A German-brokered deal to rescue Opel will not collapse due to a lack of support from other European countries hosting the carmaker's plants, Chancellor Angela Merkel's spokesman was quoted as saying on Thursday.
The assurances came as German media reported that Spain had told Berlin it could not provide any money for the deal, which foresees a takeover of the former General Motors unit by Canadian automotive firm Magna (MGa.TO).
An agreement on this won't fail, Merkel's spokesman Ulrich Wilhelm told German daily Financial Times Deutschland. We're in good talks with our European partners and are working towards a joint solution.
In order to push through the deal, Germany offered to stump up 4.5 billion euros in guarantees for Opel, saying it would agree later on how this sum was split among countries with plants -- which include Britain, Spain, Poland and Belgium.
However, German media, including the daily Die Welt, reported that Spain had informed Germany it was currently not able to support Magna's business plan for Opel.
A spokesman for Spain's industry ministry confirmed that a letter had been sent but said its contents were unknown.
Industry Minister Miguel Sebastian will not attend a meeting called by the German government on Friday to discuss the takeover plans because of unhappiness over Magna's bid for Opel, the ministry spokesman added.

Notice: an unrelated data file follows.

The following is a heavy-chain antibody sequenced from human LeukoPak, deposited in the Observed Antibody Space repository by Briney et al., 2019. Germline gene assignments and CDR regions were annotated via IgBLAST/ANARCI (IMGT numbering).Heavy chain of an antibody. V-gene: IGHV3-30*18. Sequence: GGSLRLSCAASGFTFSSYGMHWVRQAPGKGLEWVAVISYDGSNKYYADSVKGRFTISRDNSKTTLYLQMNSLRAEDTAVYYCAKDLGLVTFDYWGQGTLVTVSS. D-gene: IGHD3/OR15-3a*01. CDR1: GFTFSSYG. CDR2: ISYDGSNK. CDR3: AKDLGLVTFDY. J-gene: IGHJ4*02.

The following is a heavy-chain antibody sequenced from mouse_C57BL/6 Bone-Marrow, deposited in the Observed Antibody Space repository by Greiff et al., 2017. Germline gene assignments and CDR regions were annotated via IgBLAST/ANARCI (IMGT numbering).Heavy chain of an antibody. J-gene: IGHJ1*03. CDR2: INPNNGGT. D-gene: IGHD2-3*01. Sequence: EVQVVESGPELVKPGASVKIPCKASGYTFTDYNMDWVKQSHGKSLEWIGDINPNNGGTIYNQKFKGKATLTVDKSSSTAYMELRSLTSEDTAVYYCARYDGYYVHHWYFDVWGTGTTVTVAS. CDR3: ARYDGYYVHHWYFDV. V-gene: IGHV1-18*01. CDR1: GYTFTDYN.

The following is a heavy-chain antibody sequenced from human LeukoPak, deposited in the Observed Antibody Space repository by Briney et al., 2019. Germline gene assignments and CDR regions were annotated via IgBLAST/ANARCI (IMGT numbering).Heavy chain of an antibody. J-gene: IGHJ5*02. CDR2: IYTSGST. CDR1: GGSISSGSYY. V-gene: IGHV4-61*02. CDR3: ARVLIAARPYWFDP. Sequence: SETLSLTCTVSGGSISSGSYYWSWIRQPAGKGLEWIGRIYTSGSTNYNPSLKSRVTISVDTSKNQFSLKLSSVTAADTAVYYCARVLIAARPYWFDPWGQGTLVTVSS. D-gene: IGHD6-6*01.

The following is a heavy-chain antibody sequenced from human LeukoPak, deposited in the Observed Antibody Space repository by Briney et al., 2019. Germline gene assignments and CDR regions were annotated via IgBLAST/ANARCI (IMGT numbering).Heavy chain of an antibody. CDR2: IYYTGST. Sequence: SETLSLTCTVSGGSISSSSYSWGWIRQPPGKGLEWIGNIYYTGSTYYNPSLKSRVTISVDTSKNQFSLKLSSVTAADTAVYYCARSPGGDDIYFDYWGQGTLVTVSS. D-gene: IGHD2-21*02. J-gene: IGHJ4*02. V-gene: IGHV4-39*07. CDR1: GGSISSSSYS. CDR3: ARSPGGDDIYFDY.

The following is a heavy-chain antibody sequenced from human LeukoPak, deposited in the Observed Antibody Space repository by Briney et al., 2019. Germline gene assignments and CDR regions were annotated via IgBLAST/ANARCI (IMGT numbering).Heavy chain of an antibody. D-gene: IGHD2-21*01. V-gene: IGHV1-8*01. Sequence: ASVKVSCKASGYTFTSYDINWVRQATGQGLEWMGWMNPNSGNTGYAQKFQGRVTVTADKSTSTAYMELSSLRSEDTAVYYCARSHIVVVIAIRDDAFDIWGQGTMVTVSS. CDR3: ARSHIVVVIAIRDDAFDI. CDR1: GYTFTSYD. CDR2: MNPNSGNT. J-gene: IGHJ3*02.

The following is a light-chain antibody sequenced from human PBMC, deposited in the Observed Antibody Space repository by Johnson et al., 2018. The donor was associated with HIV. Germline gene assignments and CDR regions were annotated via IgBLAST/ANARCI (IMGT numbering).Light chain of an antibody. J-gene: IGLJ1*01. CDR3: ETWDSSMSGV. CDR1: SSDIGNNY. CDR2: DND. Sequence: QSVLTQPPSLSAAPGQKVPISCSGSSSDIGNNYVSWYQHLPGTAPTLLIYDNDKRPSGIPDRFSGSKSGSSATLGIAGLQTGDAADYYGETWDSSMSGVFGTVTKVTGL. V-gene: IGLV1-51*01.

However, Sebastian is expected to attend a meeting with Magna's chief executive, Siegfried Wolf, the Spanish industry ministry spokesman added.
Spain has already expressed its discontent over Magna's plan to buy 55 percent of Opel from General Motors, but has said it would back a European solution that guaranteed the future of Opel's plant in Zaragoza.
About half of Opel's 50,000 European jobs are in Germany.
Magna and its Russian partner Sberbank (SBER03.MM) have vowed to inject 500 million euros into Opel, which they want to use to make an aggressive push into the Russian market.
They plan to cut about 10,000 European jobs, a quarter of those in Germany, but have committed to keeping all the German plants running. Opel's Antwerp plant in Belgium and Vauxhall sites in England are seen to be at risk. (Reporting by Dave Graham and Carlos Ruano; Editing by Gary Hill)